According to local reports, First Solar has officially opened its TetraSun technology-based production line at its PV manufacturing complex in Kulim High Tech Park, Malaysia. 

Small start-up, TetraSun was acquired by First Solar in April 2013 with the intention of taking its copper-based metallisation process on N-type monocrystalline wafers into volume production, primarily to target the residential rooftop market, initially in Japan. 

TetraSun had claimed to have developed a novel surface passivation technology and used 40 micron wide copper electrodes instead of screen-printed silver metallization that significantly reduced material costs, while providing cell efficiencies above 20%, without the need to use more complex cell architectures. 

First Solar had previously stated that the 100MW line would initially distribute the technology in Japan, based on ongoing discussions with TetraSun’s former majority shareholder, JX Nippon Oil & Energy. 

The company did not provided much insight into TetraSun developments in 2014, although timelines for the start of production of the TetraSun technology would seem to have been on schedule. 

Increased focus on N-type monocrystalline technology has taken place over the last 12-months as the multicrystalline technology is claimed to be reaching its natural peak efficiencies, despite the increase in wafer quality and start of migration to PERC (passivated emitter rear cell) processing.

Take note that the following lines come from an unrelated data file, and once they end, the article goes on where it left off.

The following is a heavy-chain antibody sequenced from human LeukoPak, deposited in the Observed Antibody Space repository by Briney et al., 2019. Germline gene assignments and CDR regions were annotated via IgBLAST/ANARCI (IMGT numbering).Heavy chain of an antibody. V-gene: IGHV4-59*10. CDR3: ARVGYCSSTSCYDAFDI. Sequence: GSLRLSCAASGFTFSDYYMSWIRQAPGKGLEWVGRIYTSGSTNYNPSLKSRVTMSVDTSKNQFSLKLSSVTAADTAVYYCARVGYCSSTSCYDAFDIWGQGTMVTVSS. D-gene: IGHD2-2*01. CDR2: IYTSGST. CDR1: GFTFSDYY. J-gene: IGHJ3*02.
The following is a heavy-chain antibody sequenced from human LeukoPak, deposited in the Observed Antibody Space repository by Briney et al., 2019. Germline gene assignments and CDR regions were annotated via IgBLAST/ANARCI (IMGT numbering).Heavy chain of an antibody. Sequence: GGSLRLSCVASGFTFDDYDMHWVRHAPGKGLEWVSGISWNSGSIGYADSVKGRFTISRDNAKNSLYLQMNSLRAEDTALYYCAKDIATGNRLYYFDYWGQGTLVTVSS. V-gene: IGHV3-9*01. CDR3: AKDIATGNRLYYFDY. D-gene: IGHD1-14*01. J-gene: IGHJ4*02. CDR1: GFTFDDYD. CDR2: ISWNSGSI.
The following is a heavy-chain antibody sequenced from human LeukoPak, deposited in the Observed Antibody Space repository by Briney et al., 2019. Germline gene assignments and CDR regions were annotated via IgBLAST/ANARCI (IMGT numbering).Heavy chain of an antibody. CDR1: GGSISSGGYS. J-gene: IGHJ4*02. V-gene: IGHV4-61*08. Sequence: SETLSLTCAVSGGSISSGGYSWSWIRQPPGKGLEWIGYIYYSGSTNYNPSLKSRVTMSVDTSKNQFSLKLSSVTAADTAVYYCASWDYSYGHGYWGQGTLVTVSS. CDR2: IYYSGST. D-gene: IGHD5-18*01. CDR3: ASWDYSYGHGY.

The lack of low-cost N-type monocrystalline wafers has also been a factor in the technology remaining a niche amongst high-end PV cell producers such as SunPower and Panasonic. 

However the ramp by Mission Solar and plans by SolarCity as well as Canadian Solar to further adopt the technology suggest momentum is building to provide a long-term platform for high efficiency cells well beyond 20% conversion rates at increasingly better cost comparisons to multicrystalline wafer-based high efficiency technologies. 

Issues such as LID (light induced degradation) and PID (potential induced degradation) do not impact N-type monocrystalline wafers. 

Monocrystalline wafer producers have been focused on a range of production cost reductions in recent years that are intended to close the cost gap and enable increased production scale to also drive down production costs. 

Employing ultra-thin mono-wafers would also drive down material costs, a program long-standing at SunPower and expected to be a key aspect in the launch of its Gen 3 ‘Maxeon’ solar cell later this year.